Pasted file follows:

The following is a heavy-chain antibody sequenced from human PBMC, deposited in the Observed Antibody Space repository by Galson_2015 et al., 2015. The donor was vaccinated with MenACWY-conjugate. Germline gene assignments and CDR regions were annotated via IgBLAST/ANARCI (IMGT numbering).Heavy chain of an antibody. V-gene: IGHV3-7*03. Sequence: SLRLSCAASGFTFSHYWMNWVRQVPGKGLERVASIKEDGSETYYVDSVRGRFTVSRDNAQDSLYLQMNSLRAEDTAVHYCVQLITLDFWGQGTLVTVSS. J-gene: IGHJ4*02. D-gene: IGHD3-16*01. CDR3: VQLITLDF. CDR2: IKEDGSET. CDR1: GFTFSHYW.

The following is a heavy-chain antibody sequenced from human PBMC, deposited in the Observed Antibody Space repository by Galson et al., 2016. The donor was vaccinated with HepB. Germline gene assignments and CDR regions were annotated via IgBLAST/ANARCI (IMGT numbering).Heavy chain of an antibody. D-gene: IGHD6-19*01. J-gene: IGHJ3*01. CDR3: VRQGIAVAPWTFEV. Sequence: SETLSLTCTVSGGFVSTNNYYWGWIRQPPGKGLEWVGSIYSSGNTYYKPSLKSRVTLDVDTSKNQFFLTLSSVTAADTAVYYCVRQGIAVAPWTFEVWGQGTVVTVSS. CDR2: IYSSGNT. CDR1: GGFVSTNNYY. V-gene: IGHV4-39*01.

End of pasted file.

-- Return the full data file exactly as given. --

The following is a heavy-chain antibody sequenced from human PBMC, deposited in the Observed Antibody Space repository by Galson_2015 et al., 2015. The donor was vaccinated with MenACWY-conjugate. Germline gene assignments and CDR regions were annotated via IgBLAST/ANARCI (IMGT numbering).Heavy chain of an antibody. V-gene: IGHV3-7*03. Sequence: SLRLSCAASGFTFSHYWMNWVRQVPGKGLERVASIKEDGSETYYVDSVRGRFTVSRDNAQDSLYLQMNSLRAEDTAVHYCVQLITLDFWGQGTLVTVSS. J-gene: IGHJ4*02. D-gene: IGHD3-16*01. CDR3: VQLITLDF. CDR2: IKEDGSET. CDR1: GFTFSHYW.

The following is a heavy-chain antibody sequenced from human PBMC, deposited in the Observed Antibody Space repository by Galson et al., 2016. The donor was vaccinated with HepB. Germline gene assignments and CDR regions were annotated via IgBLAST/ANARCI (IMGT numbering).Heavy chain of an antibody. D-gene: IGHD6-19*01. J-gene: IGHJ3*01. CDR3: VRQGIAVAPWTFEV. Sequence: SETLSLTCTVSGGFVSTNNYYWGWIRQPPGKGLEWVGSIYSSGNTYYKPSLKSRVTLDVDTSKNQFFLTLSSVTAADTAVYYCVRQGIAVAPWTFEVWGQGTVVTVSS. CDR2: IYSSGNT. CDR1: GGFVSTNNYY. V-gene: IGHV4-39*01.